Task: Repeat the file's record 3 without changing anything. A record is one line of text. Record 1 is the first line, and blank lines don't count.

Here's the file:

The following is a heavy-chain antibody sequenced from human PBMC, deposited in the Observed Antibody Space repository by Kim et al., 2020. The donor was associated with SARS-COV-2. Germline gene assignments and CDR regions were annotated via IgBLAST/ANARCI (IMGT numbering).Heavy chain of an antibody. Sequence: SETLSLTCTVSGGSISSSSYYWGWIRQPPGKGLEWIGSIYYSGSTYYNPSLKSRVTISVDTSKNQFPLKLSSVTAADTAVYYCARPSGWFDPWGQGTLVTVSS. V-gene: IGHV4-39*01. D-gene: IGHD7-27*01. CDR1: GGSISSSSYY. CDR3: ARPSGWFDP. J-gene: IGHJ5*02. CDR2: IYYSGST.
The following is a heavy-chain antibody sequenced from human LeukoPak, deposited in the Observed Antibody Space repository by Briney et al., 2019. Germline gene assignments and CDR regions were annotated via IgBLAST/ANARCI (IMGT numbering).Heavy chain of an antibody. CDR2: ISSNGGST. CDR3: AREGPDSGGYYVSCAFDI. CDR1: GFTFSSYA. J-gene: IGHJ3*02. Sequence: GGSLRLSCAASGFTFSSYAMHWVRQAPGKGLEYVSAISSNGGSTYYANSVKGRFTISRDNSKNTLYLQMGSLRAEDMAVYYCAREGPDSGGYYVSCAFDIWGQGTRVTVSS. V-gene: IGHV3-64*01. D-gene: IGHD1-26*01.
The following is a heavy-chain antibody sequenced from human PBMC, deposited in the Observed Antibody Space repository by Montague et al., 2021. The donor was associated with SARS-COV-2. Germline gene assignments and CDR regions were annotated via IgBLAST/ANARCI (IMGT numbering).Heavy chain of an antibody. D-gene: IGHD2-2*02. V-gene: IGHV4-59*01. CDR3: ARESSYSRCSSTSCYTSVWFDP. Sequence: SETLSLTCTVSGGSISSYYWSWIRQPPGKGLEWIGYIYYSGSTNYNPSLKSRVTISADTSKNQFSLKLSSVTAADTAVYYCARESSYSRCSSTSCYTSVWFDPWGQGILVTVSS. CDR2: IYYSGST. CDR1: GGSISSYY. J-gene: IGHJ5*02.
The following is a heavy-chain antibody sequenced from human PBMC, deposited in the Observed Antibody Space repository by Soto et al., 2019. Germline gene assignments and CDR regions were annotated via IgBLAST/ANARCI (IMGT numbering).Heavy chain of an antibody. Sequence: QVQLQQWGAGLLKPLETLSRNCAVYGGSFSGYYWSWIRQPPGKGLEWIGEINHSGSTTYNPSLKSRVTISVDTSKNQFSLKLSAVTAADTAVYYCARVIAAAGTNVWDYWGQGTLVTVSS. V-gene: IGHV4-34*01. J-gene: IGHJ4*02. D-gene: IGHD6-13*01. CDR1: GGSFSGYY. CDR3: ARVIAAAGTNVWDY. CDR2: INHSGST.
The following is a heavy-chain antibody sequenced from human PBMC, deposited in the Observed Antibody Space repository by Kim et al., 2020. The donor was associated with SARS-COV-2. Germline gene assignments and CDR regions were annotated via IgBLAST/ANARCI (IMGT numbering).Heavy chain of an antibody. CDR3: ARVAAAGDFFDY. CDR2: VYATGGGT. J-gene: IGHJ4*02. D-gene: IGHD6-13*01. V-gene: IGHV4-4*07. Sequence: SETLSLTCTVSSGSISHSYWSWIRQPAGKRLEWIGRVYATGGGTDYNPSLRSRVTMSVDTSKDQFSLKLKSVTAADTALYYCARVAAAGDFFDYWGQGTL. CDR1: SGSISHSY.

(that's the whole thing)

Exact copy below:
The following is a heavy-chain antibody sequenced from human PBMC, deposited in the Observed Antibody Space repository by Montague et al., 2021. The donor was associated with SARS-COV-2. Germline gene assignments and CDR regions were annotated via IgBLAST/ANARCI (IMGT numbering).Heavy chain of an antibody. D-gene: IGHD2-2*02. V-gene: IGHV4-59*01. CDR3: ARESSYSRCSSTSCYTSVWFDP. Sequence: SETLSLTCTVSGGSISSYYWSWIRQPPGKGLEWIGYIYYSGSTNYNPSLKSRVTISADTSKNQFSLKLSSVTAADTAVYYCARESSYSRCSSTSCYTSVWFDPWGQGILVTVSS. CDR2: IYYSGST. CDR1: GGSISSYY. J-gene: IGHJ5*02.